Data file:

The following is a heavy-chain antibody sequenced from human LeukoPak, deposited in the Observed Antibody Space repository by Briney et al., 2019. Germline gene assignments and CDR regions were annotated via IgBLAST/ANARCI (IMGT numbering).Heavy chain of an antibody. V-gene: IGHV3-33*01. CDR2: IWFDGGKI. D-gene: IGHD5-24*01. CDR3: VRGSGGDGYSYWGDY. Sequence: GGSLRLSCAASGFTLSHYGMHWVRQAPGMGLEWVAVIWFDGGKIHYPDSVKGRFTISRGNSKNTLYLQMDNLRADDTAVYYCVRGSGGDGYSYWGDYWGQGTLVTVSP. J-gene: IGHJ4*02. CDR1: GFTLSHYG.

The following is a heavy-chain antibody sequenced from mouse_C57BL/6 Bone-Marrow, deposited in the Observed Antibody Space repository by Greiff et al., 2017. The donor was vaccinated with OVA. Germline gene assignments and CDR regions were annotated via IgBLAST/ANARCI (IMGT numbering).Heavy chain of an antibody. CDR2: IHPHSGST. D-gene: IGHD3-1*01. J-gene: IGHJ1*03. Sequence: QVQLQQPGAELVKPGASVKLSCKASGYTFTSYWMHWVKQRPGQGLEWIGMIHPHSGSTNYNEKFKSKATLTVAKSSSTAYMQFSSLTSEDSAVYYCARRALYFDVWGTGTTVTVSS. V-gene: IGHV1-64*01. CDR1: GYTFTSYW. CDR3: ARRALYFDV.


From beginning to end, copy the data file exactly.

The following is a heavy-chain antibody sequenced from human LeukoPak, deposited in the Observed Antibody Space repository by Briney et al., 2019. Germline gene assignments and CDR regions were annotated via IgBLAST/ANARCI (IMGT numbering).Heavy chain of an antibody. V-gene: IGHV3-33*01. CDR2: IWFDGGKI. D-gene: IGHD5-24*01. CDR3: VRGSGGDGYSYWGDY. Sequence: GGSLRLSCAASGFTLSHYGMHWVRQAPGMGLEWVAVIWFDGGKIHYPDSVKGRFTISRGNSKNTLYLQMDNLRADDTAVYYCVRGSGGDGYSYWGDYWGQGTLVTVSP. J-gene: IGHJ4*02. CDR1: GFTLSHYG.

The following is a heavy-chain antibody sequenced from mouse_C57BL/6 Bone-Marrow, deposited in the Observed Antibody Space repository by Greiff et al., 2017. The donor was vaccinated with OVA. Germline gene assignments and CDR regions were annotated via IgBLAST/ANARCI (IMGT numbering).Heavy chain of an antibody. CDR2: IHPHSGST. D-gene: IGHD3-1*01. J-gene: IGHJ1*03. Sequence: QVQLQQPGAELVKPGASVKLSCKASGYTFTSYWMHWVKQRPGQGLEWIGMIHPHSGSTNYNEKFKSKATLTVAKSSSTAYMQFSSLTSEDSAVYYCARRALYFDVWGTGTTVTVSS. V-gene: IGHV1-64*01. CDR1: GYTFTSYW. CDR3: ARRALYFDV.